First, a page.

I think it's wonderful that we celebrate poetry, although I will admit that - while I am reasonably proficient at prose - I actually suck at writing poetry. Which is funny because I have a deep and abiding love for the form and frequently read and enjoy it.
That being said, I will be celebrating National Poetry Month here in Doctor Zombie's Midnight Theater of Terror. Whether it's the English major/dork in me, or my unfathomable need to fill my life with pain and embarrassment, I will spend this month sharing some of my favorite poets and poetry -- as well as some of my OWN... as painful as that's going to be.
Call it the attention whore in me.
Look at this way, I will also be commenting and mercilessly ridiculing my own horrible attempts at poetry -- and encourage you to do the same! Nothing like a little blood sport to make one appreciate the masters, huh?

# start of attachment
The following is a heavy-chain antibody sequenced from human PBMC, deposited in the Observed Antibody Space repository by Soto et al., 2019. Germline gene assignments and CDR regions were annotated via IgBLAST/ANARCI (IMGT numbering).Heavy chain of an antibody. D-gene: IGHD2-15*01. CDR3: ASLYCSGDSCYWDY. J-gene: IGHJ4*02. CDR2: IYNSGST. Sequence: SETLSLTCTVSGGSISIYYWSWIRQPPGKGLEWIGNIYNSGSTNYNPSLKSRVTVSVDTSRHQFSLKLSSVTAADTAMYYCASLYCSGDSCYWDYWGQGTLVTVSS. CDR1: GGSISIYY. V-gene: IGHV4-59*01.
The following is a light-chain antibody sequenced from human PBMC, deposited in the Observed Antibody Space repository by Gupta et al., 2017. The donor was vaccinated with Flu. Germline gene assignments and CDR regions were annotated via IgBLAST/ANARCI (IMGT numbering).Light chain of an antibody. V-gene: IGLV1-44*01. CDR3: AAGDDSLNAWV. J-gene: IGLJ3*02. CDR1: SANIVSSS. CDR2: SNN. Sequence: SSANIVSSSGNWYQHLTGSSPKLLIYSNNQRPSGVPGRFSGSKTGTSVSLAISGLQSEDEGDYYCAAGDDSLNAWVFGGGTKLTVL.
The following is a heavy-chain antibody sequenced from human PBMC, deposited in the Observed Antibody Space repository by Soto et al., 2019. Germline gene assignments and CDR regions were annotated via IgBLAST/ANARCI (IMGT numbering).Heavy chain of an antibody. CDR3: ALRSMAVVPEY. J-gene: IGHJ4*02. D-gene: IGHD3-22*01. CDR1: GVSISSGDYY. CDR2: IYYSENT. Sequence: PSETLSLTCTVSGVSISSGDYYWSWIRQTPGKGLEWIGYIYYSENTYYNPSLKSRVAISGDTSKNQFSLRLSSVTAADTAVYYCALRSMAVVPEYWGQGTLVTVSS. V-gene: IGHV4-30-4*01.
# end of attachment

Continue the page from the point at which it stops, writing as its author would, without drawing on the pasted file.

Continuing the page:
So... to kick off National Poetry Month, I figured I'd go with one of my favorite poets, Sylvia Plath. I'm also doing this because I just read that, a few days ago, her own son killed himself. Is there such a thing as a suicide gene?
This poem, by the way, is the last one she wrote before taking her own life. In essence, she wrote her own eulogy.
The woman is perfected
Body wears the smile of accomplishment,
The illusion of a Greek necessity
Flows in the scrolls of her toga,
Feet seem to be saying:
We have come so far, it is over.
Each dead child coiled, a white serpent,
One at each little
Pitcher of milk, now empty
She has folded
Them back into her body as petals
Of a rose close when the garden
Stiffens and odors bleed
From the sweet, deep throats of the night flower.
The moon has nothing to be sad about,
Staring from her hood of bone.
She is used to this sort of thing.
Her blacks crackle and drag.